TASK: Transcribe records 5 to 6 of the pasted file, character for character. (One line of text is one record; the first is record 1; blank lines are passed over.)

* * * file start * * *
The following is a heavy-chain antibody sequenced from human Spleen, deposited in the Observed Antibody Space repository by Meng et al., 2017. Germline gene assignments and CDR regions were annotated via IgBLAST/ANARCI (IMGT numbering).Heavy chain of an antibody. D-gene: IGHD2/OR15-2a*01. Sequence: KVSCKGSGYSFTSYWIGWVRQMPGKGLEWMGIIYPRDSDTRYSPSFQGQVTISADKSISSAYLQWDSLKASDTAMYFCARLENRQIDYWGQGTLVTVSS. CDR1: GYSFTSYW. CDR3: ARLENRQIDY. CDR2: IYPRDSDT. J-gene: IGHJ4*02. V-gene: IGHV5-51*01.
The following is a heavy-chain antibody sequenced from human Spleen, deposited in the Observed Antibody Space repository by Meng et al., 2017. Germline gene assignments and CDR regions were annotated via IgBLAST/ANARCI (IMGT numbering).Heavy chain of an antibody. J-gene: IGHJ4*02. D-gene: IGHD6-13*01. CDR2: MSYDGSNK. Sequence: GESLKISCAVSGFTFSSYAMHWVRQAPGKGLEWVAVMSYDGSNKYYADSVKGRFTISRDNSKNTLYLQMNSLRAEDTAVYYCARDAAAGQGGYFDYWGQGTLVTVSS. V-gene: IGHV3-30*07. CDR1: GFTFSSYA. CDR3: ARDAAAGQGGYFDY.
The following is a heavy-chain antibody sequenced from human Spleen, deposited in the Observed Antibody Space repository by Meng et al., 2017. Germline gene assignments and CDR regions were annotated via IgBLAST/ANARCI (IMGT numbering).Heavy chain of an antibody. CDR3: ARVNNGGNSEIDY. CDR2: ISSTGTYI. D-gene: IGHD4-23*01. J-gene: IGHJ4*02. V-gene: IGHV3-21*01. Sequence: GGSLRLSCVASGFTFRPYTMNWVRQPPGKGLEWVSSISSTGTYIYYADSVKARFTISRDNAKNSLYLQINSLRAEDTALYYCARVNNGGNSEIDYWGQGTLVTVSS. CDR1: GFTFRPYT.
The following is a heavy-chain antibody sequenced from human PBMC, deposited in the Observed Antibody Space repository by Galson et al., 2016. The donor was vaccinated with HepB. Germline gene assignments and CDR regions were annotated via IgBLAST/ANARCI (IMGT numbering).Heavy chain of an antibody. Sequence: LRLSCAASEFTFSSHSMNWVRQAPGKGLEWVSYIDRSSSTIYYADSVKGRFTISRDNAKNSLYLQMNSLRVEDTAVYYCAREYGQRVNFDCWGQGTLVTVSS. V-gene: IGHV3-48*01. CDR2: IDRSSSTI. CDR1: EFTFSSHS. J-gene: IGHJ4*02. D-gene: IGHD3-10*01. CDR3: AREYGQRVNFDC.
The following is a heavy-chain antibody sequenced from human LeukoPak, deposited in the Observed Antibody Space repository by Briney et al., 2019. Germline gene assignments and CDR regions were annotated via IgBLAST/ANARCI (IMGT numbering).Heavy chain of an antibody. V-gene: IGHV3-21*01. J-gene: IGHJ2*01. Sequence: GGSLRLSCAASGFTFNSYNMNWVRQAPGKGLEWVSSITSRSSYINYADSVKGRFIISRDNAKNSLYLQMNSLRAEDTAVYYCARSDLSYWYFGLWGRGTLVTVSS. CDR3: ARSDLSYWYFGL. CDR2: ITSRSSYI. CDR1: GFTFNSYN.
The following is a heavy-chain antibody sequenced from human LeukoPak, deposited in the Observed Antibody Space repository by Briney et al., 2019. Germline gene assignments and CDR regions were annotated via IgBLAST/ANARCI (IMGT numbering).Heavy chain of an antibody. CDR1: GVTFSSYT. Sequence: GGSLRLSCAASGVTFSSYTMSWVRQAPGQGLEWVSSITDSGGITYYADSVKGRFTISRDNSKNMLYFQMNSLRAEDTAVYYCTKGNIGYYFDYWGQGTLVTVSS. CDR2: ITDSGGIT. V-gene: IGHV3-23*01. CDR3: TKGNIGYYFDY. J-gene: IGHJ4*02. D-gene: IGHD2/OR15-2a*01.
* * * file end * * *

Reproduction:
The following is a heavy-chain antibody sequenced from human LeukoPak, deposited in the Observed Antibody Space repository by Briney et al., 2019. Germline gene assignments and CDR regions were annotated via IgBLAST/ANARCI (IMGT numbering).Heavy chain of an antibody. V-gene: IGHV3-21*01. J-gene: IGHJ2*01. Sequence: GGSLRLSCAASGFTFNSYNMNWVRQAPGKGLEWVSSITSRSSYINYADSVKGRFIISRDNAKNSLYLQMNSLRAEDTAVYYCARSDLSYWYFGLWGRGTLVTVSS. CDR3: ARSDLSYWYFGL. CDR2: ITSRSSYI. CDR1: GFTFNSYN.
The following is a heavy-chain antibody sequenced from human LeukoPak, deposited in the Observed Antibody Space repository by Briney et al., 2019. Germline gene assignments and CDR regions were annotated via IgBLAST/ANARCI (IMGT numbering).Heavy chain of an antibody. CDR1: GVTFSSYT. Sequence: GGSLRLSCAASGVTFSSYTMSWVRQAPGQGLEWVSSITDSGGITYYADSVKGRFTISRDNSKNMLYFQMNSLRAEDTAVYYCTKGNIGYYFDYWGQGTLVTVSS. CDR2: ITDSGGIT. V-gene: IGHV3-23*01. CDR3: TKGNIGYYFDY. J-gene: IGHJ4*02. D-gene: IGHD2/OR15-2a*01.